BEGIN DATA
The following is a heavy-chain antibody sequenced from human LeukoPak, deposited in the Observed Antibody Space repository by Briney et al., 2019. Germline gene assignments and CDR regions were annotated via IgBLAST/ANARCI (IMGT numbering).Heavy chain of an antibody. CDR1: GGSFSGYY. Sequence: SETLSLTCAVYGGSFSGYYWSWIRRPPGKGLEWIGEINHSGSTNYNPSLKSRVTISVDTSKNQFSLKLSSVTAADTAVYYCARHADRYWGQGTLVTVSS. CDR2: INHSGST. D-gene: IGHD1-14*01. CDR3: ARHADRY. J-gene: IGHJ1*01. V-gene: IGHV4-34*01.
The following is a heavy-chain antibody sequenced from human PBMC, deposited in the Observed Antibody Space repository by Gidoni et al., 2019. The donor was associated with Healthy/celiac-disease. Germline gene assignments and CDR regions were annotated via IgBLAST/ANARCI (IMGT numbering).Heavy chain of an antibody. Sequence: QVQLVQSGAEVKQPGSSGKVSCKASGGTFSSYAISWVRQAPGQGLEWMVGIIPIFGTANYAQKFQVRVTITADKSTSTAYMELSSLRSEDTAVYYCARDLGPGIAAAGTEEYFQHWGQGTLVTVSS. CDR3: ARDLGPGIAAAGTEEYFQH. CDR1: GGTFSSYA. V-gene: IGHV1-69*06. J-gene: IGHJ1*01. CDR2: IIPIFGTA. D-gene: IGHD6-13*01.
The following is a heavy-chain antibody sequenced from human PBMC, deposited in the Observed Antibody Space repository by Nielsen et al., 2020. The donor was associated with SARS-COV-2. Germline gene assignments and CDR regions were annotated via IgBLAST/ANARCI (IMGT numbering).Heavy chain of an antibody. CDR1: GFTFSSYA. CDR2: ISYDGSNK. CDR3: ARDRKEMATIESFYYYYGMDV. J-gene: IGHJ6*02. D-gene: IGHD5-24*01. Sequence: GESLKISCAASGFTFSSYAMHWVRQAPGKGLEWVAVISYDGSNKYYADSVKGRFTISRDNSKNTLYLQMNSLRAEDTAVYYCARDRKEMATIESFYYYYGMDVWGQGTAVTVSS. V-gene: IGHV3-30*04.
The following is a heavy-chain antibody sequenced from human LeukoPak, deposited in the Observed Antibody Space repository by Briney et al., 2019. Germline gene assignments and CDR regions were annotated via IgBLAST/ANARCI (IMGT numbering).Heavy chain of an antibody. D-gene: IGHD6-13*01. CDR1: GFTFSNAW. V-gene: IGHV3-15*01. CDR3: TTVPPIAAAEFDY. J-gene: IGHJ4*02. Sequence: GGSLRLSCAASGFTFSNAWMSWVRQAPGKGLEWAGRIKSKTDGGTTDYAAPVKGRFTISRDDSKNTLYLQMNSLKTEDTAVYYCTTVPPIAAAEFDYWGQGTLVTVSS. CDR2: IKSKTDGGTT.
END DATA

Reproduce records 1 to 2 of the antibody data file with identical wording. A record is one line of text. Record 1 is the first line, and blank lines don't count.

The following is a heavy-chain antibody sequenced from human LeukoPak, deposited in the Observed Antibody Space repository by Briney et al., 2019. Germline gene assignments and CDR regions were annotated via IgBLAST/ANARCI (IMGT numbering).Heavy chain of an antibody. CDR1: GGSFSGYY. Sequence: SETLSLTCAVYGGSFSGYYWSWIRRPPGKGLEWIGEINHSGSTNYNPSLKSRVTISVDTSKNQFSLKLSSVTAADTAVYYCARHADRYWGQGTLVTVSS. CDR2: INHSGST. D-gene: IGHD1-14*01. CDR3: ARHADRY. J-gene: IGHJ1*01. V-gene: IGHV4-34*01.
The following is a heavy-chain antibody sequenced from human PBMC, deposited in the Observed Antibody Space repository by Gidoni et al., 2019. The donor was associated with Healthy/celiac-disease. Germline gene assignments and CDR regions were annotated via IgBLAST/ANARCI (IMGT numbering).Heavy chain of an antibody. Sequence: QVQLVQSGAEVKQPGSSGKVSCKASGGTFSSYAISWVRQAPGQGLEWMVGIIPIFGTANYAQKFQVRVTITADKSTSTAYMELSSLRSEDTAVYYCARDLGPGIAAAGTEEYFQHWGQGTLVTVSS. CDR3: ARDLGPGIAAAGTEEYFQH. CDR1: GGTFSSYA. V-gene: IGHV1-69*06. J-gene: IGHJ1*01. CDR2: IIPIFGTA. D-gene: IGHD6-13*01.